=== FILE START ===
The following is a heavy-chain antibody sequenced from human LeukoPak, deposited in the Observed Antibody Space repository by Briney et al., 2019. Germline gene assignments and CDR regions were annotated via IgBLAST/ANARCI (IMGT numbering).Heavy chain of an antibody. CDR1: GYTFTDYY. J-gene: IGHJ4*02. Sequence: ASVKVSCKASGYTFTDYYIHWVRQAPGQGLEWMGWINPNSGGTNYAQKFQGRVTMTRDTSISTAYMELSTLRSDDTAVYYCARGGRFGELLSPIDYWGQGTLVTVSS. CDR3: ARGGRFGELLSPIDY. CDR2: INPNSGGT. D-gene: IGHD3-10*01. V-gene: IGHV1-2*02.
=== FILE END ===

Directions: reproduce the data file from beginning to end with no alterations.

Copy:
The following is a heavy-chain antibody sequenced from human LeukoPak, deposited in the Observed Antibody Space repository by Briney et al., 2019. Germline gene assignments and CDR regions were annotated via IgBLAST/ANARCI (IMGT numbering).Heavy chain of an antibody. CDR1: GYTFTDYY. J-gene: IGHJ4*02. Sequence: ASVKVSCKASGYTFTDYYIHWVRQAPGQGLEWMGWINPNSGGTNYAQKFQGRVTMTRDTSISTAYMELSTLRSDDTAVYYCARGGRFGELLSPIDYWGQGTLVTVSS. CDR3: ARGGRFGELLSPIDY. CDR2: INPNSGGT. D-gene: IGHD3-10*01. V-gene: IGHV1-2*02.